He was born in Bingen am Rhein. His father, Ludwig, a painter of some note, gave him his first art lessons. In 1825, he went to Munich, where he was accepted at the Academy of Fine Arts and studied with Peter von Cornelius. Soon, he was allowed to assist Cornelius with his frescoes at the Glyptothek and the Hofgarten.
Later, he assisted Wilhelm Lindenschmit the Elder at the new Royal Palace, creating murals based on the ballads of Friedrich Schiller. At this time, he also began to create a series of oil paintings on historical subjects; notably one of King Otto saying farewell on his way to Greece.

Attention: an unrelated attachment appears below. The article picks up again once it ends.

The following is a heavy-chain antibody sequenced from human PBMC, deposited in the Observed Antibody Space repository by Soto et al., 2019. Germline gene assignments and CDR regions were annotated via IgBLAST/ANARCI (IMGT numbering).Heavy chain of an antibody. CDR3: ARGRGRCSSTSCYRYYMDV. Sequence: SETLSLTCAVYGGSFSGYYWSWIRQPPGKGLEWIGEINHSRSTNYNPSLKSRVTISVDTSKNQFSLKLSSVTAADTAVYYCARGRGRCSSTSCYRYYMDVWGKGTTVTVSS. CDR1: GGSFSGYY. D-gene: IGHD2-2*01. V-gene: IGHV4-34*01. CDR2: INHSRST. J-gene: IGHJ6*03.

In 1835, he took a study trip to Rome, where he created his monumental painting "Des Sängers Fluch" (The Singer's Curse), based on the poem by Ludwig Uhland. Upon his return, he was appointed a Professor at the Academy by King Maximilian II of Bavaria. In thanks, he created two monumental canvases for the Maximilianeum.
Between 1865 and 1875, he served as Director of the Royal Gallery, but was harshly criticized for his methods of restoration, which employed questionable chemical processes developed by Max von Pettenkofer, as well as the overpainting of some canvases. Despite this, he was elevated to the nobility in 1869.
His paintings are historically precise, but are now considered to be rather conservative and academic.